Nokia Said Close to Sale of Maps Unit to German Carmakers

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Nokia's HERE software
A touch screen automobile dashboard monitor displays HERE software, the connected driving maps unit of Nokia Oyj. Photographer: Krisztian Bocsi/Bloomberg

Nokia Oyj is nearing an agreement to sell its maps business to a group of German luxury-car makers including BMW AG, according to people familiar with the matter.

An agreement could be reached as early as next week, with an announcement targeted for around July 31, said the people, who asked not to be named because the negotiations are private. Talks could still fall apart as the consortium of BMW, Mercedes-Benz parent Daimler AG and Audi AG hammers out final details such as intellectual property rights, the people said. The carmakers may pay Nokia about 2.5 billion euros ($2.7 billion) for the unit, called HERE, Manager Magazin reported.

Representatives for the carmakers and a spokesman for Espoo, Finland-based Nokia declined to comment. Nokia has sought as much as $4 billion for HERE, people familiar with the matter have said.

BMW, Audi and Mercedes are typically fierce competitors as they vie with one another for the global lead in luxury-car sales. While they do cooperate from time to time, teaming up on an acquisition of this scale would be unprecedented. With Google Inc. testing its own self-driving cars, the bid for HERE shows the importance of securing access to the detailed maps that smart vehicles of the future will require.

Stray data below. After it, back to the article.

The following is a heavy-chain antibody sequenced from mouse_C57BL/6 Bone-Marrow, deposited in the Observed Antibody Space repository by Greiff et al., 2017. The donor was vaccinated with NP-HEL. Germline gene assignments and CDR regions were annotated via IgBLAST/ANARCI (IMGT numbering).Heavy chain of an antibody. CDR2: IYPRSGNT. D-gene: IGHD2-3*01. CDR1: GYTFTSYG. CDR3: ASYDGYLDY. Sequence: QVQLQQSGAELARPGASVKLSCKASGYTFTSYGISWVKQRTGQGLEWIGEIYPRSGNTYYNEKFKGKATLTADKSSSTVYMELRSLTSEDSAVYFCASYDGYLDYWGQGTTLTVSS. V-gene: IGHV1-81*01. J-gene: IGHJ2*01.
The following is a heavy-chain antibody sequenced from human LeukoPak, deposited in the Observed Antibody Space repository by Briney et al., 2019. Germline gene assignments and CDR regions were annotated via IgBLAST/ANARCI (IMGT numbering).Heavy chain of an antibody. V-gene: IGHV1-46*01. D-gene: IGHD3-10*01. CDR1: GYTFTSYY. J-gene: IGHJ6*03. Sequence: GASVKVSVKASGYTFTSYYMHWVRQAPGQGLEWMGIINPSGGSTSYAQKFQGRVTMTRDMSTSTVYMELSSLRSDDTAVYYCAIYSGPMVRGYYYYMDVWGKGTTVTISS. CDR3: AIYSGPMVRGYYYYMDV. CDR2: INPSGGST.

Nokia’s shares fell as much as 2 percent, reversing earlier gains, and were down 1 percent at 4:42 p.m. in Helsinki.

Mapping competitor TomTom NV of the Netherlands fell 6.7 percent in Amsterdam. Harold Goddijn, chief executive officer of TomTom, earlier in the day declined to comment on Nokia’s negotiations and whether his company was also talking to any potential takeover candidates.

Self-Driving Cars

The carmakers, which are keen to protect driver data from Google, first approached Nokia about a sale. As a key source of HERE’s revenue, they’ve had the upper hand in the competition to acquire the business. HERE supplies maps data to about 80 percent of cars with in-dash navigation systems in North America and Europe.

Other companies interested in HERE have included Apax Partners and Uber Technologies Inc., people familiar with the matter have said.

The sale would complete Nokia’s transformation into a provider of wireless-network equipment, after its exit from mobile phones in 2014. The company agreed to buy rival network maker Alcatel-Lucent SA for 15.6 billion euros in April to better compete with Huawei Technologies Co. and Ericsson AB.

While digital maps have gained users, Nokia’s foray into the business didn’t live up to expectations. The company built its maps unit by buying Navteq Corp. for $8.1 billion in 2008, and also acquired other location-technology companies.

HERE provided mapping data for a 32-acre (13-hectare) simulated city being used to test self-driving cars in Michigan. TomTom today said that German auto-parts supplier Robert Bosch GmbH is using its high-precision maps in automated test vehicles.

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